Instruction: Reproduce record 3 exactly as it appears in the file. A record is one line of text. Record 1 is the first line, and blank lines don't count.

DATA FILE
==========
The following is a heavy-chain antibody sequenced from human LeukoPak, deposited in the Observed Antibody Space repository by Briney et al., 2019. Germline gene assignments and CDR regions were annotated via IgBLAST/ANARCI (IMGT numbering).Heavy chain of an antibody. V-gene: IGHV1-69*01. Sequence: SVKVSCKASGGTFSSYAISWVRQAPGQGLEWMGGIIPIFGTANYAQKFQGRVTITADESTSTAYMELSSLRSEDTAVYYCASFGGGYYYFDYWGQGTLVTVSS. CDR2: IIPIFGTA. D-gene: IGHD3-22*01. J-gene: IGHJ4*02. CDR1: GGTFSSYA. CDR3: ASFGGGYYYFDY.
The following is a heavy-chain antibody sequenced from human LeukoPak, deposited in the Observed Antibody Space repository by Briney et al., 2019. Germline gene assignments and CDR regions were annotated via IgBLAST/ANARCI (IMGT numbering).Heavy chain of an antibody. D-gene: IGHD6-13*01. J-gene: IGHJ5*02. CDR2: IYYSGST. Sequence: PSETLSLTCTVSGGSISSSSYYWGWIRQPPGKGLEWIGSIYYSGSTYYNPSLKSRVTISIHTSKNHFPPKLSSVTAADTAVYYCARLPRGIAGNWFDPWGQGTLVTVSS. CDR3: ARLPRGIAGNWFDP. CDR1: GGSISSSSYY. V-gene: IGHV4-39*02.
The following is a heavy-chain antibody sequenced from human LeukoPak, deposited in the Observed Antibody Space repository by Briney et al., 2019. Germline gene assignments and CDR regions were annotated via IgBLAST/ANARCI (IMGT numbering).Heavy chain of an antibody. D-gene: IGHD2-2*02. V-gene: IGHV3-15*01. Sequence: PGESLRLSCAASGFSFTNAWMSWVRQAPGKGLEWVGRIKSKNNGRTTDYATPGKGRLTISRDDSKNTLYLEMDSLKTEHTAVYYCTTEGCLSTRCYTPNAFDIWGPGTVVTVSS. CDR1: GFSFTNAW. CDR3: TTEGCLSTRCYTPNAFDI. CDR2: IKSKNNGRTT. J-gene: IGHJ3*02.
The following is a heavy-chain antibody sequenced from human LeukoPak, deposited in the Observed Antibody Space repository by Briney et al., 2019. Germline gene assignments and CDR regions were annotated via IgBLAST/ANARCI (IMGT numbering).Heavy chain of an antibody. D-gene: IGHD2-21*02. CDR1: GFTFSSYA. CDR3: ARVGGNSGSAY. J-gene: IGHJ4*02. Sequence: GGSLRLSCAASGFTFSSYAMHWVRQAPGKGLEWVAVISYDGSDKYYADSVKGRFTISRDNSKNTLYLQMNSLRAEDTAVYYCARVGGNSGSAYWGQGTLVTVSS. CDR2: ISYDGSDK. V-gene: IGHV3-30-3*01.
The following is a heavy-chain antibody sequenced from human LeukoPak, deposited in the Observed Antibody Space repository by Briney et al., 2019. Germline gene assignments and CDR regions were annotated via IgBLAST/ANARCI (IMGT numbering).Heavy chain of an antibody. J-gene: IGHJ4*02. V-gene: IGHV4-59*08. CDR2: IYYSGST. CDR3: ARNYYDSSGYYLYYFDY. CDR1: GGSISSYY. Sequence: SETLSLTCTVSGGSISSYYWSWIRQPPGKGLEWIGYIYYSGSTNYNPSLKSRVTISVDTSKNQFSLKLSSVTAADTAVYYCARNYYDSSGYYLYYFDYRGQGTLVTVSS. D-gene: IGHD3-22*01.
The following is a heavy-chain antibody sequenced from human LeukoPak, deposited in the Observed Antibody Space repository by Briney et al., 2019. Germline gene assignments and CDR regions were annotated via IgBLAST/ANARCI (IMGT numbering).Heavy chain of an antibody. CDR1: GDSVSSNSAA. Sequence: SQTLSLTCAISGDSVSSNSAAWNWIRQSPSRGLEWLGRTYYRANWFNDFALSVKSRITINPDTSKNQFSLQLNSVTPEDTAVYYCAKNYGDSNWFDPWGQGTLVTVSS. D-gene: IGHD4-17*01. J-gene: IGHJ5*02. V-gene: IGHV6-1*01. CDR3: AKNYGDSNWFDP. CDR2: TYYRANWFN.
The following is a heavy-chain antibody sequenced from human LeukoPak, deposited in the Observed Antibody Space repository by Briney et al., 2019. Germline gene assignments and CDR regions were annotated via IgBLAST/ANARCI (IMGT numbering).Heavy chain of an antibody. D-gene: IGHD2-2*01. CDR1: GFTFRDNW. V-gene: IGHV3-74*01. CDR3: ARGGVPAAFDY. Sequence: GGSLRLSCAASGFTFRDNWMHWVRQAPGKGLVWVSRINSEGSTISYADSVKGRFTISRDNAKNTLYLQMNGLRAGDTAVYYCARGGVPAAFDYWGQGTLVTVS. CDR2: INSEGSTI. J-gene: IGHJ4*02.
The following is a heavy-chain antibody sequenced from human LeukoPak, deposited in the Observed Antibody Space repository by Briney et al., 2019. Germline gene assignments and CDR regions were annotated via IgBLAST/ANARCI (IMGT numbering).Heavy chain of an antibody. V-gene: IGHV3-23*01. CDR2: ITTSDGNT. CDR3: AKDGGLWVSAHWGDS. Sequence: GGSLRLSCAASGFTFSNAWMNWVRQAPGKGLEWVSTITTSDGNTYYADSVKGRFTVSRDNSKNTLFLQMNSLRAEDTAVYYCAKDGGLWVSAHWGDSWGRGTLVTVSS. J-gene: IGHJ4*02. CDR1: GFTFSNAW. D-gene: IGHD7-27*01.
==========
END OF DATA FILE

The following is a heavy-chain antibody sequenced from human LeukoPak, deposited in the Observed Antibody Space repository by Briney et al., 2019. Germline gene assignments and CDR regions were annotated via IgBLAST/ANARCI (IMGT numbering).Heavy chain of an antibody. D-gene: IGHD2-2*02. V-gene: IGHV3-15*01. Sequence: PGESLRLSCAASGFSFTNAWMSWVRQAPGKGLEWVGRIKSKNNGRTTDYATPGKGRLTISRDDSKNTLYLEMDSLKTEHTAVYYCTTEGCLSTRCYTPNAFDIWGPGTVVTVSS. CDR1: GFSFTNAW. CDR3: TTEGCLSTRCYTPNAFDI. CDR2: IKSKNNGRTT. J-gene: IGHJ3*02.